For a second consecutive weekend, protesters gathered outside Branson retailer Dixie Outfitters to protest the display and sale of Confederate flag merchandise. This drew counter-protests from supporters of the store, leading to non-violent clashes between the two factions. (Springfield News-Leader)

St. Louis-area company accused of selling fake medical marijuana investments
Cannabis Plus Missouri sold at least $10,000 of investments but was not registered to do so with the state. The Missouri secretary of state’s office claims that the funds were used on personal expenses by the company’s owners. (St. Louis Post-Dispatch)

Google searches reflect optimism about economy in St. Louis
New data show many St. Louisans have begun searching for vacations, homes and new cars on Google. These numbers are consistent with a national trend, which some believe is a sign of consumer confidence returning. (St. Louis Business Journal)

Guy Fieri opens restaurant in Branson
The celebrity chef opened his themed restaurant last week. Fieri, known for his TV show “Diners, Drive-Ins and Dives,” is the second celebrity chef to open a restaurant in Branson, following Paula Deen. (Springfield Business Journal)

Mixaba brings new wrinkle to virtual happy hours
The new video conferencing app, created by Kansas City developer Andrew Carlson, randomly assigns participants to small breakout rooms every 15 minutes in an effort to enable more meaningful conversations and connections. (Startland News)


Say that again

“We need to invent the future, not have it land on us.”

That’s what Contemporary Productions CEO Steve Schankman said about the need for creativity in planning events due to the coronavirus, the St. Louis Post-Dispatch reports. The cancellation of live events has been a blow to nonprofits and other organizations that rely on big fundraising events to help pay their bills. The companies and organizations overseeing those fundraisers, such as Schankman’s Clayton-based event production company, have considered a variety of new techniques because of the pandemic, from grab-and-go concessions to live-streamed events.


Go figure

241

That’s how many jobs T-Mobile is cutting in a round of layoffs at the former Sprint headquarters in Overland Park, Kansas, The Kansas City Star reports. T-Mobile, which closed on its merger with rival wireless carrier Sprint in April, notified state regulators of the cuts. T-Mobile, which is based in the Seattle area, pledged the merger would create thousands of jobs, and a spokesperson said the company plans to hire 5,000 for new positions. However, the Communication Workers of America Labor Union predicted that the deal could result in as many as 30,000 jobs lost. T-Mobile said it would be finished with job cuts by late June.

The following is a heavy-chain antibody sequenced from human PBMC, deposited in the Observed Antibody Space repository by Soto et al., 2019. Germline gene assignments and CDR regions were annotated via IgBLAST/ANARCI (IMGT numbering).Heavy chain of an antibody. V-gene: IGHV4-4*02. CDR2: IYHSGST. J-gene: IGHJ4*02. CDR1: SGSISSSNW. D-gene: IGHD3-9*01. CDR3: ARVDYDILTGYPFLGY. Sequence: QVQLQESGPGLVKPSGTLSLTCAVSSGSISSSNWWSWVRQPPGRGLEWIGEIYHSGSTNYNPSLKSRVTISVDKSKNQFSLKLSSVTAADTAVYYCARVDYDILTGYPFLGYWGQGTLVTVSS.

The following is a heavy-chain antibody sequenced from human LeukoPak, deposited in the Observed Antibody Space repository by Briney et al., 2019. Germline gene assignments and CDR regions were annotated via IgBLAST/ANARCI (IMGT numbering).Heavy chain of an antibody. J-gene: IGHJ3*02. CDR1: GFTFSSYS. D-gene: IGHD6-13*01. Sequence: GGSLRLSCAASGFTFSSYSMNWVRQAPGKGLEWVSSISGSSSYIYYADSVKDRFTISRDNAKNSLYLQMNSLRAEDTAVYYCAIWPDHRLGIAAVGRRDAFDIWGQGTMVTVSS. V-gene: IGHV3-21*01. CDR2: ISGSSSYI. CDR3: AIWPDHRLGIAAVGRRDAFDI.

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That’s St. Louis County Executive Sam Page, celebrating the decision by Accenture Federal Services to bring jobs to the county. The company is a subsidiary of Accenture, the global consulting firm. Accenture already has a St. Louis presence and launched a local workforce development program in the area last year, the St. Louis Post-Dispatch reports. The project aims to train mid-career workers who are either unemployed, or whose jobs are at risk of being automated, for jobs in information technology. Accenture Federal Services is expected to bring about 1,400 jobs to the area over five years.


Hello, my name is

BioRankings

This St. Louis-based consulting firm just received a $1.6 million grant from the National Institutes of Health’s National Institute of General Medical Sciences, the St. Louis Business Journal reports. The startup was launched in 2013 out of Washington University in St. Louis, and it provides consulting and data analysis for life sciences research. BioRankings plans to use the funding to continue developing software for data analysis in molecular research.


It’s been a pleasure doing business with you this morning.